Butte, Anaconda and Pacific is still running today and happily using BNSF and UP.   Haven't seen any online complaints about their rates or operation.

https://www.up.com/customers/shortline/profiles_a-c/bap/index.htm

 

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Posted by CMStPnP on Friday, August 6, 2021 11:53 AM

PNWRMNM
I do not understand what you think is wrong with rebuliding cars under an equipment trust. Will you please explain?

There is nothing wrong with it and I made no such statement.    I stated they had a propensity to use it which I should have said use almost exclusively and crowding out new car purchases.

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Posted by Fred M Cain on Friday, August 6, 2021 10:14 AM

This is what I got out of Ploss's book The Nation Pays Again.  I've posted this before but it's really worth reiterating 'cause it's quite interesting.

When the Milwaukee Road emerged from bankruptcy, they did something unusual from an investment perspective.

The Company paid off their debts by issuing a bunch of preferred shares.  What made these shares unusual was that they had voting rights whereas most preferred shares don't.

It was stipulated in the stock sale that if the Company failed to pay the dividends on these shares for more than two consecutive quarters, the preferred shareholders had the right to call a meeting of the board and oust the management.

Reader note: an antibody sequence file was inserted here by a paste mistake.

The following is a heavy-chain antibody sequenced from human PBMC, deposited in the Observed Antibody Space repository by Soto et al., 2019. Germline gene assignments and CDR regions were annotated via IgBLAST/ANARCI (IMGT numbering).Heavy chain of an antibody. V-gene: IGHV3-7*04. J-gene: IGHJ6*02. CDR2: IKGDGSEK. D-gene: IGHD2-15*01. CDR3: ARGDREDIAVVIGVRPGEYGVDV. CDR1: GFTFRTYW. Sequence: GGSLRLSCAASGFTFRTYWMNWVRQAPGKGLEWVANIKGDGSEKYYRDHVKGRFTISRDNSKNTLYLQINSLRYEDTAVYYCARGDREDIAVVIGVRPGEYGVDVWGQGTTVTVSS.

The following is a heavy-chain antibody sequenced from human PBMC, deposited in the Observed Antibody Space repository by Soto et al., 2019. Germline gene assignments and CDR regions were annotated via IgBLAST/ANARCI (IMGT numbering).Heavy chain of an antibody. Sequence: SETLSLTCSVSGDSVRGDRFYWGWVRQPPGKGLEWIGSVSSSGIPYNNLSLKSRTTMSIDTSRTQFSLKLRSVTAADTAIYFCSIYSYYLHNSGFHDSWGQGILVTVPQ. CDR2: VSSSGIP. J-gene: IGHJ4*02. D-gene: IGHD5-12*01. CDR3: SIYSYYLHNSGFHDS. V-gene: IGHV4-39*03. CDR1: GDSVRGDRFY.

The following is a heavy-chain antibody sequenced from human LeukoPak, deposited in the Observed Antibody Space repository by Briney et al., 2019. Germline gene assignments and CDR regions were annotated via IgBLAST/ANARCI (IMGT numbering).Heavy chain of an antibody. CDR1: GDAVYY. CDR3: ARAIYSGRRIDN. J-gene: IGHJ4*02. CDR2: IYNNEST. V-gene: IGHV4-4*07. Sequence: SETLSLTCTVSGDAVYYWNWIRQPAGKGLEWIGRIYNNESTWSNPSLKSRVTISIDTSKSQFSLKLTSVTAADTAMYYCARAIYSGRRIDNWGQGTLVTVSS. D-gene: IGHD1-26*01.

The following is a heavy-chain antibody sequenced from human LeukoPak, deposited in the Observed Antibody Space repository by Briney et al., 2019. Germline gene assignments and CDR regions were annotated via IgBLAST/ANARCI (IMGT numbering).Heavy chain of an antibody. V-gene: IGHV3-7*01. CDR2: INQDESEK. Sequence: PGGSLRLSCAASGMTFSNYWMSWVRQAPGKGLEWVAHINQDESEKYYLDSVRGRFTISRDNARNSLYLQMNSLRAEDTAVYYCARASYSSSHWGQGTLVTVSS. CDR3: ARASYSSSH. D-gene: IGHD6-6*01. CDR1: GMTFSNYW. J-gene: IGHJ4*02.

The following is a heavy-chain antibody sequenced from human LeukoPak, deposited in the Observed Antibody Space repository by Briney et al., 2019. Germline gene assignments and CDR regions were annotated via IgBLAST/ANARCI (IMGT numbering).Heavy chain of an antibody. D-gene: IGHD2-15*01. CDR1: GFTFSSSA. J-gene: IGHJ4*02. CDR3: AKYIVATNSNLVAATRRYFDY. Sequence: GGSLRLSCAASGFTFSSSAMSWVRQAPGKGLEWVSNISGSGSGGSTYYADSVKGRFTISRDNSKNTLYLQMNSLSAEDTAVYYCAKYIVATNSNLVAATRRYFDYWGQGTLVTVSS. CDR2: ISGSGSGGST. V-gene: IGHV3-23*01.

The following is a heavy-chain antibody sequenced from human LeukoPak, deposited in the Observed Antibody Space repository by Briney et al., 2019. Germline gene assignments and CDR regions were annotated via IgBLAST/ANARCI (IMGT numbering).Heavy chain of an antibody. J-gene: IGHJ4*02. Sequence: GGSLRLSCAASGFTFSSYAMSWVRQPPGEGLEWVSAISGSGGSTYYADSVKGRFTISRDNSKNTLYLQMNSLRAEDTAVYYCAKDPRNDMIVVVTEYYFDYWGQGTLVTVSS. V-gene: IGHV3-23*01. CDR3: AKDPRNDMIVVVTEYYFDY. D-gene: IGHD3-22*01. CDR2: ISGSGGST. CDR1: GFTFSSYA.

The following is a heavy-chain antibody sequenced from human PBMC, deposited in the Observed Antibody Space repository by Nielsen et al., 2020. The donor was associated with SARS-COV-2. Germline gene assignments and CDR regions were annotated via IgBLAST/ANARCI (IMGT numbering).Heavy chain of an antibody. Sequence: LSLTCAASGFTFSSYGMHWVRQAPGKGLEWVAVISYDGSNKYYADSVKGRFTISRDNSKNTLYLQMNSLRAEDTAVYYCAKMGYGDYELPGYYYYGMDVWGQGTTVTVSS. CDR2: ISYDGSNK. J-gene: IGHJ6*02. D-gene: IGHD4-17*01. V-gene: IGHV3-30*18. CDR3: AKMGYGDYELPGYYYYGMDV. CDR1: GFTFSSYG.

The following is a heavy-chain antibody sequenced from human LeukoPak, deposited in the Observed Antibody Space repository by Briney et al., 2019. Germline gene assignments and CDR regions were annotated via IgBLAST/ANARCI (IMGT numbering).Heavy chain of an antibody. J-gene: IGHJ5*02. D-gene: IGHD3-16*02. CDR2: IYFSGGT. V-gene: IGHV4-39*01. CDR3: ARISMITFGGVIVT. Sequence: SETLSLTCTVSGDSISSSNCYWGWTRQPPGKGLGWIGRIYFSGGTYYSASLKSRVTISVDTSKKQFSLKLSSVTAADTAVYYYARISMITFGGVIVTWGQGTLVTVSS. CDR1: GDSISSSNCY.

This was something like a "poison pill" that helped destroy the Company.  Top level management and board members naturally would go to any ends to keep their jobs so when money began to get tight in the late 1950s, they started taking money out of track maintenance to keep paying the dividends.  The New York Central and the Pennsy and later Penn Central made a similar error although those were not preferred shares with those kinds of voting rights in that case.

As business continued to deteriorate, it turned into a vicious cycle.  It became more and more difficult to find money to pay the dividends with and finally they were performing virtually NO maintenance west of the Twin Cities.

Presumably, management erroneously assumed that railroad troubles in the post World War II era would be temporary and fleeting.  Alas, they were not.  America came dangerously close to losing our privately owned rail system.  In the end there was somewhat of a happy ending but not for the Milwaukee or the Rock Island line.

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Posted by PNWRMNM on Saturday, July 31, 2021 7:09 AM

CMStPnP
All the branch lines west of the Mississippi was another issue as well as their propensity to build and rebuild their freight cars under equipment trusts.    The PCE was not the only expensive choice they made that did not pan out very well.   

I do not understand what you think is wrong with rebuliding cars under an equipment trust. Will you please explain?

Mac

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Posted by Erik_Mag on Saturday, July 31, 2021 12:06 AM

CMStPnP

 I don't know where the whole Anaconda Mining involvement comes from but I have my doubts any of it  is true.